Despite of the adverse results that rank Argentina under the Latin American average in terms of ease of doing business according to the World Bank’s Doing Business indicator (coming in at number 157 out of 189 ranked economies), the Argentinian economy is growing and becoming increasingly attractive to foreign investors.
The new Argentinian government leaded by Mauricio Macri has been implementing new policies and a statistical overhaul, and new growth figures are now being revealed. The Argentinian economy grew 2.1% in 2015, buoyed by a record soy harvest, boosting production in the country’s strong agricultural sector. There has also been good growth in the construction and services sectors.
The following are some key things to consider before doing business in Argentina:
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Doing Business in Argentina – Environment for FDI
Argentina has experienced low levels of foreign direct investment over the last decade, and for fifteen years the country was isolated from the world’s capital markets. The new government has now removed currency controls and reached a deal relating to the countries holdouts, allowing Argentina’s return to international capital markets.
This has brought Argentina a step closer to resolving the decade-long dispute with the country’s creditors. At the end of the first quarter of 2016 Congress approved the deal with the holdouts and the US Court of Appeals upheld a ruling to lift the injunction that had prevented the country from paying its creditors. The government is to sell US$15bn in bonds to help pay the holdouts.
It remains strongly advisable for foreign companies looking to start a company in Argentina to gain prior knowledge of the market and to engage a local expert for help.
Setting up a business
With a total of 14 procedures and 26 days needed to set up a company in Argentina, setting up a business requires good advice and strong local representative. The cost of setting up a business in Argentina has dropped from 15.1% of income per capita to 9.7% in 2016.
Dealing with construction permits in Argentina is particularly time consuming, and the country ranks 173 on the ease of doing business scale in this respect. There are 21 necessary procedures to gain all the right permits and the process takes one year.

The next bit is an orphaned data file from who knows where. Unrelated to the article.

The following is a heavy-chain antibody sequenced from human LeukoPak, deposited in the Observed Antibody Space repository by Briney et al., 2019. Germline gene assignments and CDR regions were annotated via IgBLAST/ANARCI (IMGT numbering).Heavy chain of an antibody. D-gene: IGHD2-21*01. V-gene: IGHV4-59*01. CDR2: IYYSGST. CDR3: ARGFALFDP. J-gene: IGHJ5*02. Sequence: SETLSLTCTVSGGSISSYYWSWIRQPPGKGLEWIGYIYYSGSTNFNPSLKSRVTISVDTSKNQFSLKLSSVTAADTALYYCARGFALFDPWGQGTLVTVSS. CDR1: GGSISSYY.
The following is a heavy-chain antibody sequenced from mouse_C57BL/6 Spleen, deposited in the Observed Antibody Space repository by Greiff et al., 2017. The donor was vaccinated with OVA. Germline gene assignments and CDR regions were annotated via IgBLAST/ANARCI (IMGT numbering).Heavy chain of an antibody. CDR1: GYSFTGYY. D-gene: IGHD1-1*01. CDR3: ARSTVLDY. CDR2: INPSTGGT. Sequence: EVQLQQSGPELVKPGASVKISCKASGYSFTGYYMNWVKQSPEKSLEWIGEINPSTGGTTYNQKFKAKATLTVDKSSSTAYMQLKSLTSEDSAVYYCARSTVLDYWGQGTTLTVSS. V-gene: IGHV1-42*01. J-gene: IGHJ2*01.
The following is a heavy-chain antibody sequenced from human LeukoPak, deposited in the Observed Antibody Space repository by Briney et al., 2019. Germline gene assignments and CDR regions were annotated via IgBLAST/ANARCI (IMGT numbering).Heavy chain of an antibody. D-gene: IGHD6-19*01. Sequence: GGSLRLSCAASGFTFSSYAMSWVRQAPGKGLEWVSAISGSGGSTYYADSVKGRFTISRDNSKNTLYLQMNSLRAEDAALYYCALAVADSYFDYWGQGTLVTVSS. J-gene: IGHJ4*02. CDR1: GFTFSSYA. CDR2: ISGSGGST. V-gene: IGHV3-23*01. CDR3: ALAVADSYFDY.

Paying taxes in Argentina is another time consuming matter, and the country rates number 170 out of 189 in this respect. Companies on average need to make 9 tax payments a year and spend 405 hours filing tax returns, paying taxes up to 137.4% of profits. Due to the complexities of the Argentinian tax system, some companies choose to let a 3rd party handle their financial reporting.
Argentina stands at number 85 out of 189 in terms of ease of obtaining electricity. Registering for electricity requires 6 procedures, 92 days and 24.9% of income per capita. The agency that businesses must deal with is called EDESUR.
Registering property in Argentina requires 7 procedures, 51 days, and costs 6.6% of the property value. Argentina ranks 116 out of 189 economies.
Argentina ranks 79 out of 189 in terms of access to credit. There are four complex processes to navigate and the cost of getting credit can be high.
Contract enforcement in Argentina takes 590 days and costs 22.5% of the value of the claim. Globally Argentina ranks 38 out of 189 economies.
Biz Latin Hub can assist you doing business in Latin America & the Caribbean
At Biz Latin Hub, we provide integrated market entry and back office support to investors throughout Latin America and the Caribbean, with offices in more than a dozen countries around the region and trusted partners in many more.
That unrivaled reach means we are ideally places to support multi-jurisdiction market entries and cross-border operations.
Contact us today to find out more about how we can support you.
The information provided here within should not be construed as formal guidance or advice. Please consult a professional for your specific situation. Information provided is for informative purposes only and may not capture all pertinent laws, standards, and best practices. The regulatory landscape is continually evolving; information mentioned may be outdated and/or could undergo changes. The interpretations presented are not official. Some sections are based on the interpretations or views of relevant authorities, but we cannot ensure that these perspectives will be supported in all professional settings.